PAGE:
November 21, 2017 // Bishop
Bishop Rhoades elected chairman of USCCB Committee on Doctrine, re-elected to CRS board
FORT WAYNE — At the fall general assembly of the U.S. Conference of Catholic Bishops, the Most Reverend Kevin C. Rhoades, Bishop of Fort Wayne-South Bend, was nominated and elected chairman of the Committee on Doctrine; he was also re-elected to the board of directors of Catholic Relief Services. The assembly took place Nov. 13-14 in Baltimore, Maryland.
The Committee on Doctrine assists the bishops, both collectively and individually, in areas of faith and morals of the Church. It collaborates with the committees of the conference, providing expertise and guidance concerning the theological issues that confront the Church in the United States. The committee particularly addresses the relationship to science, human values, and health care, and supports the bishops’ efforts in the area of development and review of Scripture translations.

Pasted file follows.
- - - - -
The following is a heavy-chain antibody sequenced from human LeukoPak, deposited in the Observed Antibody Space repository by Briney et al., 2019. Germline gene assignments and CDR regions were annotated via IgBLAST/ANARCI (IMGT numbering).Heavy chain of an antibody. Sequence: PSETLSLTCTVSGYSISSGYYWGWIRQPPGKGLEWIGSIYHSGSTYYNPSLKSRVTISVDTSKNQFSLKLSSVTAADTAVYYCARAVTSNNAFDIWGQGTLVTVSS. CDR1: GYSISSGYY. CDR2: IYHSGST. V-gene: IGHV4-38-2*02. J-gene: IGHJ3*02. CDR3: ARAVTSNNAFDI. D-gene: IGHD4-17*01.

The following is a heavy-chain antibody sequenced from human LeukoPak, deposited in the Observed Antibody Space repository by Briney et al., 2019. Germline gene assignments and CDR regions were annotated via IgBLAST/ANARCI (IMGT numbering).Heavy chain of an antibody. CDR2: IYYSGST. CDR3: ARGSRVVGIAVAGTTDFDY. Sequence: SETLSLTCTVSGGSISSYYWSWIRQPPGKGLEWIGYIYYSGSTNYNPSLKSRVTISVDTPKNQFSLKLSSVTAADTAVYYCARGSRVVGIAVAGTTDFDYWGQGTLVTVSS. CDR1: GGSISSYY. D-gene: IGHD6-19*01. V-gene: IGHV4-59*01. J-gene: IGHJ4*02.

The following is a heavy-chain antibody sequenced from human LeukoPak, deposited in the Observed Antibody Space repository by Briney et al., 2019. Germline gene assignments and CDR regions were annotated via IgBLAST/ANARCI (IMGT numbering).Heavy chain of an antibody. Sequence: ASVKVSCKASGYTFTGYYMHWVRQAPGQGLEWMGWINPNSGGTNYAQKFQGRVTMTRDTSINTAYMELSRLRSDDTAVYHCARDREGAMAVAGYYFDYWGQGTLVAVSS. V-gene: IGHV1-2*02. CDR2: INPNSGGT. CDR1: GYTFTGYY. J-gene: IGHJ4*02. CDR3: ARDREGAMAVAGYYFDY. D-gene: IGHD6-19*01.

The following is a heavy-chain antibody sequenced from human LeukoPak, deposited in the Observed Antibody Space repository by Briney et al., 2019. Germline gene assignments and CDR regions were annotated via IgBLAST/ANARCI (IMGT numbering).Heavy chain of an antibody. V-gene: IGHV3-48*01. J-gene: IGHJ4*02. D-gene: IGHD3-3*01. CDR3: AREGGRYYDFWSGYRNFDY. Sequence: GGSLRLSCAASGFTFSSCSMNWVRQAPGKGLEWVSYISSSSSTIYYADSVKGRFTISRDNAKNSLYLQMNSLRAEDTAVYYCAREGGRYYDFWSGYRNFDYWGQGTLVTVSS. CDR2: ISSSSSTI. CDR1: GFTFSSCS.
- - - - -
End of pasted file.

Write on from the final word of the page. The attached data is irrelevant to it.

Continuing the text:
Among other responsibilities, members of the committee study issues of significance, evaluate theological and moral trends of concern to contemporary society, and communicate and promote the teachings of the Church in support of the Holy See and the Church in general.
Bishop Rhoades was also elected, during the gathering, to serve another term on the board of directors of Catholic Relief Services. He is joined by Bishop Edward J. Burns of Dallas, Bishop Felipe J. Estévez of St. Augustine, and Archbishop Thomas G. Wenski of Miami, who were also re-elected. Archbishop Bernard A. Hebda and Bishop Shelton J. Fabre were elected new members of the board, and George Mason University law professor Helen Alvaré was selected as a new lay member. Their three-year terms begin Jan. 1.
Catholic Relief Services carries out the commitment of the bishops of the United States to assist the poor and vulnerable overseas. The agency is motivated by the Gospel of Jesus Christ to cherish, preserve and uphold the sacredness and dignity of all human life, foster charity and justice, and embody Catholic social and moral teaching. It acts to promote human development by responding to major emergencies, fighting disease and poverty, and nurturing peaceful and just societies; and to serve Catholics in the United States as they live their faith in solidarity with their brothers and sisters around the world.
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